We collectors might think about giving a rest to the hate mail and nasty comments that he is hammered with constantly…. and look deeper into what he's actually creating, and how he is giving back in many ways to our community.

    The film moved me.

  3. Unknown

    Ah … typing tomes on an iPhone that you later wish you could edit. :D (*hippocratic :) )

  4. Richard P

    Thanks a lot for sharing your impressions, which match my own in many ways.

  5. Bill M

    Wonderful! I'm glad opening night was a great success.

    I went the opposite direction and found several typewriters. I let one in my room for the maid to use. I hope I did not use the note she left like I did the Kalamazoo document.

  6. SteveK

    Really looking forwatd to seeing the film.

  7. Martin Howard

    This comment has been removed by the author.

  8. Martin Howard

    What a wonderful time was had in Cleveland, in reuniting with the subjects of the film, meeting Brian and his family and in hearing peoples appreciation and love of the doc after the screening.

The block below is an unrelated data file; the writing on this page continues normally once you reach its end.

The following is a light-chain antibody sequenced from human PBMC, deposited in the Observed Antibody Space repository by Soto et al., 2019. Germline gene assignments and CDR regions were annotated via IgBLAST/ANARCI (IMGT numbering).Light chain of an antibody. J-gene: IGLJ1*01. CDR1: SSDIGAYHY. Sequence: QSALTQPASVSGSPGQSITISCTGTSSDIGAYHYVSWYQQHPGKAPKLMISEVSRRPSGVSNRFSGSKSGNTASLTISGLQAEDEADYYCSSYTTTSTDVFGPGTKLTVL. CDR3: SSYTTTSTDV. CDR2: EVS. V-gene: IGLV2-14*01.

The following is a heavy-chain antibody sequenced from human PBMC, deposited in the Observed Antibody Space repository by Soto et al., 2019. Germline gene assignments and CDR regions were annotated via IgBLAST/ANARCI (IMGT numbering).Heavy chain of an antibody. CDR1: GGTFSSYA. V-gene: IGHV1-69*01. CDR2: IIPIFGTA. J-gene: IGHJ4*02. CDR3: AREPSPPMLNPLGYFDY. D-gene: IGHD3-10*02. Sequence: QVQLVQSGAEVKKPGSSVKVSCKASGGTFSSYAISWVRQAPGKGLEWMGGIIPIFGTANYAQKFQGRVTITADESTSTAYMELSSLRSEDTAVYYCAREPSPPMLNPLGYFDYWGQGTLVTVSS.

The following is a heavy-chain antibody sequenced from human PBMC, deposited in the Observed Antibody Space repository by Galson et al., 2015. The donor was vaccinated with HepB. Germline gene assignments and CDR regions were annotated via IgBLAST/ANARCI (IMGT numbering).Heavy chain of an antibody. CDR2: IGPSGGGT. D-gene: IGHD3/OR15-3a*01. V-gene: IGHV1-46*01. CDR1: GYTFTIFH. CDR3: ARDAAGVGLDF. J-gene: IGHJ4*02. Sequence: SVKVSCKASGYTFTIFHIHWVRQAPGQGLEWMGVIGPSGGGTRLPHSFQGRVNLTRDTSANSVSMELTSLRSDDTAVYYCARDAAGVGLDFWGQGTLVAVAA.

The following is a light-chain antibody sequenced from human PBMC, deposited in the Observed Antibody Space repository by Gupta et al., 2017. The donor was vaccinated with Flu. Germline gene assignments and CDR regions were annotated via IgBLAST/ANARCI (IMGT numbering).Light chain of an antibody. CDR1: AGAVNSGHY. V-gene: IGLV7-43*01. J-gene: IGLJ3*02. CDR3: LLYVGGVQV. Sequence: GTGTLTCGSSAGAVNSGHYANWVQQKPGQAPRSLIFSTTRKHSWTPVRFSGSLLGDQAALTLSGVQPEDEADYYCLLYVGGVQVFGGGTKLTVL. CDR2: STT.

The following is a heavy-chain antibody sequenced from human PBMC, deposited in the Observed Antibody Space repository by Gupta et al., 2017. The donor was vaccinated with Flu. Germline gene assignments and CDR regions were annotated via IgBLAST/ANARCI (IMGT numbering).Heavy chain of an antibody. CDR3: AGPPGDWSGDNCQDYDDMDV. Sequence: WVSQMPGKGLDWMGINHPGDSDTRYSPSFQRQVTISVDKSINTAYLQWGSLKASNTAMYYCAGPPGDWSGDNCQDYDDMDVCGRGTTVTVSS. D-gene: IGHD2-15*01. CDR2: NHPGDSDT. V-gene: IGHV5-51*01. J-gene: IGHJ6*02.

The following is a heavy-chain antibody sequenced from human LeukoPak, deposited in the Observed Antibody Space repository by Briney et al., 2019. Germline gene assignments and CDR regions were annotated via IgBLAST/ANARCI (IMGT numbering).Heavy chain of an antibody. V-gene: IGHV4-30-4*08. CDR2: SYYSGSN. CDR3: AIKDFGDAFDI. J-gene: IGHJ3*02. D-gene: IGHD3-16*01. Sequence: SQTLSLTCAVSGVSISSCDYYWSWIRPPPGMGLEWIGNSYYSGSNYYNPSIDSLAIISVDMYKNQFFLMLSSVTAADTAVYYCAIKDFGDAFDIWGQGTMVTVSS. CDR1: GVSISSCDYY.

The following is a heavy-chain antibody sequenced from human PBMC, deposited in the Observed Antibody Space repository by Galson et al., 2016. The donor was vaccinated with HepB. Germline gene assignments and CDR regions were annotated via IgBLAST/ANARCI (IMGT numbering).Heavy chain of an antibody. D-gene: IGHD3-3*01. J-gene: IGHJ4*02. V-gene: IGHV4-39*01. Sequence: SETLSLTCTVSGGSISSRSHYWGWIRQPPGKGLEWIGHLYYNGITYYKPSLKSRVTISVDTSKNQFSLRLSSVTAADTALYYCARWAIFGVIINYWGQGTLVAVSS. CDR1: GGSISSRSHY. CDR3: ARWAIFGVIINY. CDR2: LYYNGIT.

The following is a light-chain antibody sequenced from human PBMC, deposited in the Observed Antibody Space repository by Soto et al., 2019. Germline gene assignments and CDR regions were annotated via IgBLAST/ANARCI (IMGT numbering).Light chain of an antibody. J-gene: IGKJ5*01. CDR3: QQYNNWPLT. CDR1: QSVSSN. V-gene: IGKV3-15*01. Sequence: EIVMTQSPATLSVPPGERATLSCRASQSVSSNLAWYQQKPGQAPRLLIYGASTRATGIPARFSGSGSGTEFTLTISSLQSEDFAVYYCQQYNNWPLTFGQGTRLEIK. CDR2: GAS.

As Richard says, what an honour it was for 'California Typewriter' to open the 41st Cleveland International Film Festival, only the second documentary to do so at CIFF. This is a beautiful film, that is as much a great sales pitch for typewriters as it is a journey of peoples pursuits that fly essentially untouched from the digital age that swirls around us. It is this uplifting and liberating message that I believe brought the film to CIFF.

    With a late summer release, it will reach so many people.

    The resurgence is alive and well!